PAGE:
The cat is out of the box for quantum computing


David J. Wineland, a physicist at the U.S. Department of Commerce's National Institute of Standards and Technology (NIST), gives members of the media a tour of his lab after winning the 2012 Nobel Prize in Physics. (Dana Romanoff/GETTY IMAGES)

The world of superfast quantum computing may be here sooner than we thought. By handing out this year's Nobel Prize in Physics to two quantum physicists (American David Wineland and Serge Haroche of France) who have figured out how to measure the properties of quantum particles, Stockholm’s Nobel Prize committee gave new hope to what many physicists have thought might be possible one day: to channel the seemingly magical properties of quantum particles to create super-computing machines that can run a massive amount of calculations in parallel. These so-called quantum computers would be exponentially faster than any computer of today, opening up a brave new era of computational power.

At the heart of the Nobel Prize-winning efforts is a solution to one of the oldest and most famous thought experiments in quantum mechanics: Schrodinger's Cat. As originally proposed by Erwin Schrodinger in 1935, Schrodinger’s Cat is one of the most beloved problems of tech geekdom and has even made its way into popular culture in subtle ways. Due to the properties of quantum particles, which sometimes behave as if they are in two different places simultaneously, the cat is neither alive nor dead until you open the box. Until now, it was only possible to make probabilistic estimations about whether the cat was alive or dead based on indirect observations about the box.

While that may sound confusing (especially if you’re a cat owner), solving the Schrodinger's Cat paradox would be exciting news for quantum physicists. The Nobel Prize winners may have figured out two different ways to determine whether the cat is alive or dead at any point in time without having to open up the box and check.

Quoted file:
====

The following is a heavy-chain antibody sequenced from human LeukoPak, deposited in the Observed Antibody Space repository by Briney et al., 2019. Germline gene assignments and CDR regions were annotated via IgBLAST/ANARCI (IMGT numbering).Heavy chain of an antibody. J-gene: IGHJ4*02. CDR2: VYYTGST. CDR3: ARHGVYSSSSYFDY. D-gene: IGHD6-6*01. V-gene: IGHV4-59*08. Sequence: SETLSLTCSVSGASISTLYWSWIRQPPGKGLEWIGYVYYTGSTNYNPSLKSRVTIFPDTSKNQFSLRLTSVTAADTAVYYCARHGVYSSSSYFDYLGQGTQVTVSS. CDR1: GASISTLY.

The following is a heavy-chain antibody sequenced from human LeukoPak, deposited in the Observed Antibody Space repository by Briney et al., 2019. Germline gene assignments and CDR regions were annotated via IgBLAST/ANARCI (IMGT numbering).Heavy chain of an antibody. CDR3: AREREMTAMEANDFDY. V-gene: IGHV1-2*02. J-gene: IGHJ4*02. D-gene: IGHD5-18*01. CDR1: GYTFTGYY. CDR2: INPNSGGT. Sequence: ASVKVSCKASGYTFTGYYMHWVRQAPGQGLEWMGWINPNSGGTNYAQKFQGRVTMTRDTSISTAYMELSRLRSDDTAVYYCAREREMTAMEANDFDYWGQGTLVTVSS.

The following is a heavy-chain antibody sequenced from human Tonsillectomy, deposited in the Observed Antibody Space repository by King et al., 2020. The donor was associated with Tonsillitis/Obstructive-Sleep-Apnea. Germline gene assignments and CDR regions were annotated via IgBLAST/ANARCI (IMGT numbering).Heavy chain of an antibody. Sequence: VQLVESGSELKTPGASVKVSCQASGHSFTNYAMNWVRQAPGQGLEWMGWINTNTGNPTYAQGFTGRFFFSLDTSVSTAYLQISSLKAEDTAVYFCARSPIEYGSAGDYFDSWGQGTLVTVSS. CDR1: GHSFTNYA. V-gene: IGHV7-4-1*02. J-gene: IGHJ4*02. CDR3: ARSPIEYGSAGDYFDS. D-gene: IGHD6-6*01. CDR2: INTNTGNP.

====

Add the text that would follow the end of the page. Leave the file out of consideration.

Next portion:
French physicist Serge Haroche (left) and U.S. physicist David Wineland won the Nobel Prize on October 9, 2012 for work in quantum physics that could one day open the way to revolutionary computers. (CHRISTOPHE LEBEDINSKY/AFP/GETTY IMAGES)

While many have projected that the earliest test cases of quantum computing will be applied to the most difficult questions of cryptanalysis (enabling the cracking of complex codes in minutes), it’s easy to see how superfast computers would be able to impact nearly any field that relies on crunching massive amounts of data at one time. Imagine pharmaceutical researchers crunching away on medical data to find new cures, geologists crunching away on the Earth’s seismic data to discover new energy sources, and astronomers crunching away on cosmic data to find signs of intelligent life.

There’s still a lot of work to be done, however, before quantum computers become a reality. Even Wineland admitted that his work is more of a "parlor trick" than a true scientific breakthrough for quantum computing. Right now, the most powerful quantum computers in the world are only capable of the most basic calculations, such as the multiplication of two numbers together. Some have suggested that we’re at least a decade away from creating and building a true quantum computer capable of outperforming today’s computers.

Even so, there’s undeniable excitement that we’ve "opened the door to a new era of experimentation with quantum physics." Earlier this year, there was excitement about the discovery of the Higgs-Boson particle — the so-called "God Particle." This fall, there’s a new massively open online course on Quantum Mechanics and Quantum Computation from the University of California-Berkeley, which could bring quantum mechanics to the masses, just as last year’s massively open online course from Stanford educated 150,000 people around the world about artificial intelligence. When it comes to quantum computing, the cat, you might say, is finally out of the box.


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Dominic Basulto is a futurist and blogger based in New York City.

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